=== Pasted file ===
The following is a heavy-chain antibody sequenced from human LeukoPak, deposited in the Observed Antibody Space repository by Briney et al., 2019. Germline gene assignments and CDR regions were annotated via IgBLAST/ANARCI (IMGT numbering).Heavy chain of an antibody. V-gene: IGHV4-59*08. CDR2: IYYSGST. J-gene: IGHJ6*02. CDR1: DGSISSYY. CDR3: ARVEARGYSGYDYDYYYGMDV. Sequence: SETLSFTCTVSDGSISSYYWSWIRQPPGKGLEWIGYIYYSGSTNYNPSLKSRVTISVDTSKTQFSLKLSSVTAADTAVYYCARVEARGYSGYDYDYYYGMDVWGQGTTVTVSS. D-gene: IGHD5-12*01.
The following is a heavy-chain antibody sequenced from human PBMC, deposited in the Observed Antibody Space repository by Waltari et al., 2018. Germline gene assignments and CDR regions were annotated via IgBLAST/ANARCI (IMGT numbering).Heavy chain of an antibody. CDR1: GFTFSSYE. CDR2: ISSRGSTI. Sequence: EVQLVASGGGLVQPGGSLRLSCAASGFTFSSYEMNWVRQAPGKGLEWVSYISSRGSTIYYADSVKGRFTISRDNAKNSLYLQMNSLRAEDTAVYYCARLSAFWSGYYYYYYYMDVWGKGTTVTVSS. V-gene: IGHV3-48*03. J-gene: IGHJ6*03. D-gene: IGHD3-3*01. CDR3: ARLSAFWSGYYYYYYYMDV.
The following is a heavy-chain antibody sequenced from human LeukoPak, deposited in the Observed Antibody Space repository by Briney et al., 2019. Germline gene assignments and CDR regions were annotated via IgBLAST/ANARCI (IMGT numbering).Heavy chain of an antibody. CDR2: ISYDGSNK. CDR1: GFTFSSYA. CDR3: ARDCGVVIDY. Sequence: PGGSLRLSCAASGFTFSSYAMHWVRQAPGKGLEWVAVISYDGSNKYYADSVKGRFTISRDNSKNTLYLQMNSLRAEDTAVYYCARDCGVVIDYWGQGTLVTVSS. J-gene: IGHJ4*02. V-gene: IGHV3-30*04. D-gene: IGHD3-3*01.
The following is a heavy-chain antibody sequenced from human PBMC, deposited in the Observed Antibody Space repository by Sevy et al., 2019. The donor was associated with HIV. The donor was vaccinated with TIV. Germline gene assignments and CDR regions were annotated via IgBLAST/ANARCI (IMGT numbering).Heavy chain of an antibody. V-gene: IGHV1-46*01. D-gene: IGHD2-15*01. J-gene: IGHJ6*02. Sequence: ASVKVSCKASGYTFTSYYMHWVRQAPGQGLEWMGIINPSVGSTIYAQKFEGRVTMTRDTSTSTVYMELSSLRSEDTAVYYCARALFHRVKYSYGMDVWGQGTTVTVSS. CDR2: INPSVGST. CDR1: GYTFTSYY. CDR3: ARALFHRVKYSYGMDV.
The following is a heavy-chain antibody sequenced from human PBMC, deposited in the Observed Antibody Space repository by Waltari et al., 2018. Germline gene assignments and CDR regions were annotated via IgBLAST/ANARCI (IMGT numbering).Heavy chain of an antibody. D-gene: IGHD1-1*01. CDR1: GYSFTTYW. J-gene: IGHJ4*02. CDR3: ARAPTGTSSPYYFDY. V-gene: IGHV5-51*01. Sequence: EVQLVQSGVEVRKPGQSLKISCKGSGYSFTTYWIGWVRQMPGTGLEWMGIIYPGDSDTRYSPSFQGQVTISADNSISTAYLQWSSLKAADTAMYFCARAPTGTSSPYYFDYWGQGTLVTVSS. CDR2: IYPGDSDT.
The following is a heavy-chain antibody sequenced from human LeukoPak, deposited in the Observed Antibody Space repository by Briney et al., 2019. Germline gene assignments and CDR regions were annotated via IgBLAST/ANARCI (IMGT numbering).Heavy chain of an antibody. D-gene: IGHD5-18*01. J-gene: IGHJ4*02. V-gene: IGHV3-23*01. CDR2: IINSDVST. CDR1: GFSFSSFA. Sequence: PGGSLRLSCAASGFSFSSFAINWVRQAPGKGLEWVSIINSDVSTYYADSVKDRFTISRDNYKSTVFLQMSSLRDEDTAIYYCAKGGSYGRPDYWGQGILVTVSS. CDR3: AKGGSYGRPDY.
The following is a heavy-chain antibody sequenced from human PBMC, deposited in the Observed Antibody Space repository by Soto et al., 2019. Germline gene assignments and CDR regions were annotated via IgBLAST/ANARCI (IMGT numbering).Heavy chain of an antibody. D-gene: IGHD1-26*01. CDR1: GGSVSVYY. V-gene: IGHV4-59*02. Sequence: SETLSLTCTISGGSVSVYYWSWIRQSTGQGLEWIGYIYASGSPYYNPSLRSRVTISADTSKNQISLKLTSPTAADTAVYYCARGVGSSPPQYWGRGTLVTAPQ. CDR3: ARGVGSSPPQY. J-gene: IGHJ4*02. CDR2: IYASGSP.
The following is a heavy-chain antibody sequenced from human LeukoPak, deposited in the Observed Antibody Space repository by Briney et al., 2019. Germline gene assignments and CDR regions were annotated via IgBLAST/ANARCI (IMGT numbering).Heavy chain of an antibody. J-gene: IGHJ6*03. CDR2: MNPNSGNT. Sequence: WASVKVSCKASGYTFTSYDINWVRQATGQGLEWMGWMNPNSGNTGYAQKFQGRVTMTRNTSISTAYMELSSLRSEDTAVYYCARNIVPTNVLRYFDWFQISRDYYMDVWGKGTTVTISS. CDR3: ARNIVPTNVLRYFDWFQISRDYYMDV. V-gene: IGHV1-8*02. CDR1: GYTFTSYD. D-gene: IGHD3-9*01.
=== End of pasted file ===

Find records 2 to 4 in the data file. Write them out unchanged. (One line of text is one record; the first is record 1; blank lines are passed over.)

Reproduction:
The following is a heavy-chain antibody sequenced from human PBMC, deposited in the Observed Antibody Space repository by Waltari et al., 2018. Germline gene assignments and CDR regions were annotated via IgBLAST/ANARCI (IMGT numbering).Heavy chain of an antibody. CDR1: GFTFSSYE. CDR2: ISSRGSTI. Sequence: EVQLVASGGGLVQPGGSLRLSCAASGFTFSSYEMNWVRQAPGKGLEWVSYISSRGSTIYYADSVKGRFTISRDNAKNSLYLQMNSLRAEDTAVYYCARLSAFWSGYYYYYYYMDVWGKGTTVTVSS. V-gene: IGHV3-48*03. J-gene: IGHJ6*03. D-gene: IGHD3-3*01. CDR3: ARLSAFWSGYYYYYYYMDV.
The following is a heavy-chain antibody sequenced from human LeukoPak, deposited in the Observed Antibody Space repository by Briney et al., 2019. Germline gene assignments and CDR regions were annotated via IgBLAST/ANARCI (IMGT numbering).Heavy chain of an antibody. CDR2: ISYDGSNK. CDR1: GFTFSSYA. CDR3: ARDCGVVIDY. Sequence: PGGSLRLSCAASGFTFSSYAMHWVRQAPGKGLEWVAVISYDGSNKYYADSVKGRFTISRDNSKNTLYLQMNSLRAEDTAVYYCARDCGVVIDYWGQGTLVTVSS. J-gene: IGHJ4*02. V-gene: IGHV3-30*04. D-gene: IGHD3-3*01.
The following is a heavy-chain antibody sequenced from human PBMC, deposited in the Observed Antibody Space repository by Sevy et al., 2019. The donor was associated with HIV. The donor was vaccinated with TIV. Germline gene assignments and CDR regions were annotated via IgBLAST/ANARCI (IMGT numbering).Heavy chain of an antibody. V-gene: IGHV1-46*01. D-gene: IGHD2-15*01. J-gene: IGHJ6*02. Sequence: ASVKVSCKASGYTFTSYYMHWVRQAPGQGLEWMGIINPSVGSTIYAQKFEGRVTMTRDTSTSTVYMELSSLRSEDTAVYYCARALFHRVKYSYGMDVWGQGTTVTVSS. CDR2: INPSVGST. CDR1: GYTFTSYY. CDR3: ARALFHRVKYSYGMDV.